Within the realm of '80s pop, the name Kim Wilde might seem a mere footnote to the mainstream American listening audience at large. The scope of her airplay and record sales on these shores came mainly from two big hits separated by a span of five years. 1981's anthemic synth-rocker "Kids in America" and a polished but energetic pop-dance rendition of The Supremes' "You Keep Me Hangin' On" in 1986 were her only records afforded significant exposure here.
In her UK home base and throughout Europe, however, Wilde has been a consistent hitmaker and touring artist for the better part of four decades. London-based Cherry Red recently reissued her first three albums in expanded two-CD/DVD editions that highlight the distinct mix of pop, new wave, and soul which she and producer (and brother) Ricky Wilde crafted before her decade-long run with MCA Records. The melodic appeal and rhythmic energy of material found on these recordings made from '81 to '83 are of a considerably contrasting tone to many of her most-played singles from the late '80s and early '90s.
Tracks on 1981's self-titled LP and 1982's Select are the most rock-oriented. By 1983's Catch as Catch Can, Kim, Ricky, and dad Marty (himself a veritable British rock star during the '60s) began experimenting with varied sonic patterns which foreshadowed her eventual crossover into more R&B-leaning pop fare. At their core, though, the tunes and arrangements still embody a stylish new-wave essence. The sometimes poetic, at times moody, and other times artsy lyrics blur the genre lines with Kim's cool yet sassy, straightforward but vulnerable delivery.
Disc One of the Catch as Catch Can reissue contains the original 10-track album, a B-side, one never-before-heard cut, and six alternate mixes. The opening "House of Salome" continues the storytelling verve of earlier hits such as "Cambodia" and "Child Come Away," but with a historical twist. Casting the New Testament dancing daughter of Herodias in a tale of intrigue and romance, it's a survey of the fine line between fantasy and reality. The subsequent "Backstreet Joe" isn't as imaginative in its verbiage, but pulls one in easily with a keen combination of acute synth jabs and potent melodies.
The album's biggest hit, the subtly jazzy swinger "Love Blonde," builds on the layering of triple-feel melodies over a double-feel rhythm, while the atmospheric synth swirler "Dream Sequence" opens with two instrumental minutes before escaping into a tale of 19th-century Apache Indian chief Cochise's struggles interwoven with a young lady's night visions of ambition and inhibition. The juxtaposition of these two numbers exemplifies the broad range of moods and stylistic leanings of both the music and vocals found within the set.
Perhaps the most overtly mainstream effort of Wilde's tenure with RAK Records, the single "Dancing in the Dark" (released several months ahead of Bruce Springsteen's now classic song of the same title) was the first on any of her albums to be penned by writers outside of the family stable. The track faded into relative obscurity quickly after its single release, but proved to be an ideal fit for her loose but assured phrasing. More impactful overall in lyrical content and musical distinction, the dark-driving "Shoot to Disable" and the hopeful, invigorating "Sparks" keep her unique vocal qualities in the spotlight while offering plentiful rhythmic charge and memorable melody.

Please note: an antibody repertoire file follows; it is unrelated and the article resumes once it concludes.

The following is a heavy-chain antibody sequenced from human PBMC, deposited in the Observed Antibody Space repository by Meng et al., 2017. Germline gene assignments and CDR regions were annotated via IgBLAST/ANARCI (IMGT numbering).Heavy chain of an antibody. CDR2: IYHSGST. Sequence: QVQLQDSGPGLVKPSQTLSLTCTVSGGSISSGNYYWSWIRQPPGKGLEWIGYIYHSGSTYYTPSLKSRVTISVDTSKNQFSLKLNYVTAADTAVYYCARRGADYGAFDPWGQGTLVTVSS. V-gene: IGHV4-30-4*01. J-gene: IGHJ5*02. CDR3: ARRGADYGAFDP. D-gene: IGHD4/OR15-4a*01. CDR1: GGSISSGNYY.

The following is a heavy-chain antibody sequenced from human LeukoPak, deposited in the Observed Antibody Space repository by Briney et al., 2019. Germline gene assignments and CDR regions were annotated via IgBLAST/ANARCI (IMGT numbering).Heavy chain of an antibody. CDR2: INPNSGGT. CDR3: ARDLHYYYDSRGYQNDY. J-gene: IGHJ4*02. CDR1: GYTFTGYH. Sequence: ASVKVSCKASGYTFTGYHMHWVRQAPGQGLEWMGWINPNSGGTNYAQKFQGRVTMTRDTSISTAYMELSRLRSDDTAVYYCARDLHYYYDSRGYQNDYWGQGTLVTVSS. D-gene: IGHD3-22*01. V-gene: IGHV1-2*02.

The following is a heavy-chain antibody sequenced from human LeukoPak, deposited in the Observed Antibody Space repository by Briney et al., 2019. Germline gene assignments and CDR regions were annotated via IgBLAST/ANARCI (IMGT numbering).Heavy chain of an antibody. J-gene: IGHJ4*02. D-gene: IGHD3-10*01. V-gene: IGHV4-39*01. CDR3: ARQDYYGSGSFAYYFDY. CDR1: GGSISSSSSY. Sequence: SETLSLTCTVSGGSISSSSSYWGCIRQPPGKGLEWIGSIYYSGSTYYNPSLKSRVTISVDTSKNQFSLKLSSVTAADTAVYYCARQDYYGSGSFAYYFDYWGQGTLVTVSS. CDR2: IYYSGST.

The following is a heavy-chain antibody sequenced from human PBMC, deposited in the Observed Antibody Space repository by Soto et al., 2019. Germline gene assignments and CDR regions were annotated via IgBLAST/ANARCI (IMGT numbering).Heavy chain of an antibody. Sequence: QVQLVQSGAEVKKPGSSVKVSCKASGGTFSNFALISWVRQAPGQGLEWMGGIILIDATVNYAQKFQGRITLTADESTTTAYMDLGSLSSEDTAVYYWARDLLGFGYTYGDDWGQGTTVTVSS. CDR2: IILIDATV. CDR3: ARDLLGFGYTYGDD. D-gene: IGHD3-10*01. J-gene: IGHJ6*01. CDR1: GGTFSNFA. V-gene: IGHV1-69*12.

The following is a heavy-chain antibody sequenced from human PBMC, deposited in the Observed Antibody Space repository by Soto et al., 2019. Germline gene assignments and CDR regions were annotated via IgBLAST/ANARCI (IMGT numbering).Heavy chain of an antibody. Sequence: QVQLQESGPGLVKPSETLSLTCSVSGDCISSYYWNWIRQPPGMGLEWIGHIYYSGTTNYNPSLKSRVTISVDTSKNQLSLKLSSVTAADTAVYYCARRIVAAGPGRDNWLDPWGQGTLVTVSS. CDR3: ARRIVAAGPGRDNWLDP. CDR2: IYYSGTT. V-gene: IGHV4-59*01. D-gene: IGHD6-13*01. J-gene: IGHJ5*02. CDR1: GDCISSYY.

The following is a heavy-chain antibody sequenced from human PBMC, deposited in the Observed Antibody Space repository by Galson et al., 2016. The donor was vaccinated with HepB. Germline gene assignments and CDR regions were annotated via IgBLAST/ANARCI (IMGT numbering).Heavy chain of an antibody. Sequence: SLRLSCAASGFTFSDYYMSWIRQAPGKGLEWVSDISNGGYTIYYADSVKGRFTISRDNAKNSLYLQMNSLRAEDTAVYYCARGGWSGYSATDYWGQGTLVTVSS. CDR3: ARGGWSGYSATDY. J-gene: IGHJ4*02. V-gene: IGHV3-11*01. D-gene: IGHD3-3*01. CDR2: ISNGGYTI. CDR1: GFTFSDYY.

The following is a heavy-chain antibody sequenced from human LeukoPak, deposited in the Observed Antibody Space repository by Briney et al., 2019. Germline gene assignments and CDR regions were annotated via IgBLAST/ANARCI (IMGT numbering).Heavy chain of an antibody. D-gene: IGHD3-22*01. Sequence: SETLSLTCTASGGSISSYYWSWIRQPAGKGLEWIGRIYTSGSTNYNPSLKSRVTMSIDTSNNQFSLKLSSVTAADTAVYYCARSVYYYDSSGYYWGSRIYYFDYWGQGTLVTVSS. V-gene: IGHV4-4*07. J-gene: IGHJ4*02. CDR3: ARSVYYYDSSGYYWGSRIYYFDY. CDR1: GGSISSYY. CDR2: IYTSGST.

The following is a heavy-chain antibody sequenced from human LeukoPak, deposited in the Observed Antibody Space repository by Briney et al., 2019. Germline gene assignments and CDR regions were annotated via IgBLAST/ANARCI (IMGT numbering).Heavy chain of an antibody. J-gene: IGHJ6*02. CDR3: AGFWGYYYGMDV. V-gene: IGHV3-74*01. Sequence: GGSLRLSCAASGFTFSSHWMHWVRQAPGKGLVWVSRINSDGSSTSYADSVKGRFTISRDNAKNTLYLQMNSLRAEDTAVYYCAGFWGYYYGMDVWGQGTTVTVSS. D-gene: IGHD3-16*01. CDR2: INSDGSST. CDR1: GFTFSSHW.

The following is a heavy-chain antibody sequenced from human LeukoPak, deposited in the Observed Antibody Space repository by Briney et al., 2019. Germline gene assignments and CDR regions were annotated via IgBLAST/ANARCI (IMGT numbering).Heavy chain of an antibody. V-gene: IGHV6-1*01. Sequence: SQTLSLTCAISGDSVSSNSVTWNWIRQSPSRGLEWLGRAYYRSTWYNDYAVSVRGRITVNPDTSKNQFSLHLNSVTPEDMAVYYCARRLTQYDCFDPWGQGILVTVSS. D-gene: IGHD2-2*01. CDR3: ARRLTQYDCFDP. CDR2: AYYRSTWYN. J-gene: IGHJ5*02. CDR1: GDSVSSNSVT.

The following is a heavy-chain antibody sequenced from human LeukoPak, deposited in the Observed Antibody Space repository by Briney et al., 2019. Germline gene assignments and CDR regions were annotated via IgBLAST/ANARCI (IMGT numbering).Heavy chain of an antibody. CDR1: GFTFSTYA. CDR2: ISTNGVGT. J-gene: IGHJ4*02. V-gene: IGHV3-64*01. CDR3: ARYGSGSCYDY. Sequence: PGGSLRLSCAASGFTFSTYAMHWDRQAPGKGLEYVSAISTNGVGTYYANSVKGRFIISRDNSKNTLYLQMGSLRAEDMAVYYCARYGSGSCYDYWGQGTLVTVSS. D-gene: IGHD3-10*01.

The aforementioned extra tracks on Disc One are a satisfying supplement to the original LP. While several of these were included on an earlier reissue of Catch as Catch Can, the RAK Mix of "Dancing in the Dark" is a notable addition. Sans the post-production of Nile Rodgers, the track actually works a bit better in the setting of a Kim Wilde album. Without the extra synth flourishes and percussive layers, there's less to distract from her vocals, and the atmosphere is a bit more carefree. Furthermore, the previously unreleased "Rain On" shows a mellower side of Wilde while demonstrating another facet of her pleasing vocal range.
The real nuts and bolts of the bonus content, however, lie in Disc Two. Rough and original mixes of all but one of the album's songs are included-the exception, interestingly, being "Love Blonde." There's not necessarily a world of difference in each instance; the most entertaining to discover are the instrumental demo of "Dream Sequence" and the rough mix of "Can You Hear It," which has a charming homemade feel. Also, an unreleased tune, "Sail On," fits the mold of the album, but with a radio-ready chorus that brings to mind work by several other Brit-pop bands of the time.
Rounding out the goodies on Disc Two are newly commissioned remixes of "Love Blonde" and "Can You Hear It," as well as a sought-after promo-only DJ edit of "Sparks" and a reverse play of the "Dream Sequence" instrumental. The supplemental DVD is a brief but welcome treat. As promotional footage from this relatively low-key point in Wilde's career isn't abundant, the six clips comprise two TV performances each of "Love Blonde" and "Dancing in the Dark," in addition to the singles' respective music videos. "Dancing in the Dark" is one of very few Wilde videos from the '80s not given a commercial VHS release back in the day, so it's delightful to see it in high quality via this package.
Catch as Catch Can, over 35 years on from its original release, stands as a solid showcase for Kim Wilde's vocal prowess and the musical cross-section of gritty elements defining her early style and the smoother overtones of later hits. Although the production is unmistakably of its time, the balance and discretion of the instrumentation and arrangements hold up nicely. Infused with colorful lyrics, the resulting repertoire is still relevant and stimulating. The wealth of bonus cuts and complementary video footage make for several hours' worth of engaging listening and viewing likely to please '80s pop fans time and time again.